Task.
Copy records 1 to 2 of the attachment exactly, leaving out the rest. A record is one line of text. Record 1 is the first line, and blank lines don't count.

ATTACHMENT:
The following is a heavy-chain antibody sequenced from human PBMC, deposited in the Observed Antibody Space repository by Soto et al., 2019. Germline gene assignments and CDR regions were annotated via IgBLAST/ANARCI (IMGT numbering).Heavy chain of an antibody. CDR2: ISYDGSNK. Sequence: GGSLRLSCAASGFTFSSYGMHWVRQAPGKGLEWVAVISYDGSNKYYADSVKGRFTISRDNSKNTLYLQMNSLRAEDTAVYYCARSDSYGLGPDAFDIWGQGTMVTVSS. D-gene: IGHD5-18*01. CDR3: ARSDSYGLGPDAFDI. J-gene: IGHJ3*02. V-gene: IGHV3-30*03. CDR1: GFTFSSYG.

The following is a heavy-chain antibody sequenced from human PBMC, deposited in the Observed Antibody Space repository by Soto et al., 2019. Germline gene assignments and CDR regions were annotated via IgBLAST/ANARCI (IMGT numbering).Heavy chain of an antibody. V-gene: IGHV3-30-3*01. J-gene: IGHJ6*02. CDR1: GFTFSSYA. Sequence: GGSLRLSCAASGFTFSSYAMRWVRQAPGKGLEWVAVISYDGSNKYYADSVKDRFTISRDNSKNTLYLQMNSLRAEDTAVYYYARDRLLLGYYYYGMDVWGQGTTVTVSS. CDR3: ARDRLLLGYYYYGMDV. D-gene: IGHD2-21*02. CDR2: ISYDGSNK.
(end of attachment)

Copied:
The following is a heavy-chain antibody sequenced from human PBMC, deposited in the Observed Antibody Space repository by Soto et al., 2019. Germline gene assignments and CDR regions were annotated via IgBLAST/ANARCI (IMGT numbering).Heavy chain of an antibody. CDR2: ISYDGSNK. Sequence: GGSLRLSCAASGFTFSSYGMHWVRQAPGKGLEWVAVISYDGSNKYYADSVKGRFTISRDNSKNTLYLQMNSLRAEDTAVYYCARSDSYGLGPDAFDIWGQGTMVTVSS. D-gene: IGHD5-18*01. CDR3: ARSDSYGLGPDAFDI. J-gene: IGHJ3*02. V-gene: IGHV3-30*03. CDR1: GFTFSSYG.

The following is a heavy-chain antibody sequenced from human PBMC, deposited in the Observed Antibody Space repository by Soto et al., 2019. Germline gene assignments and CDR regions were annotated via IgBLAST/ANARCI (IMGT numbering).Heavy chain of an antibody. V-gene: IGHV3-30-3*01. J-gene: IGHJ6*02. CDR1: GFTFSSYA. Sequence: GGSLRLSCAASGFTFSSYAMRWVRQAPGKGLEWVAVISYDGSNKYYADSVKDRFTISRDNSKNTLYLQMNSLRAEDTAVYYYARDRLLLGYYYYGMDVWGQGTTVTVSS. CDR3: ARDRLLLGYYYYGMDV. D-gene: IGHD2-21*02. CDR2: ISYDGSNK.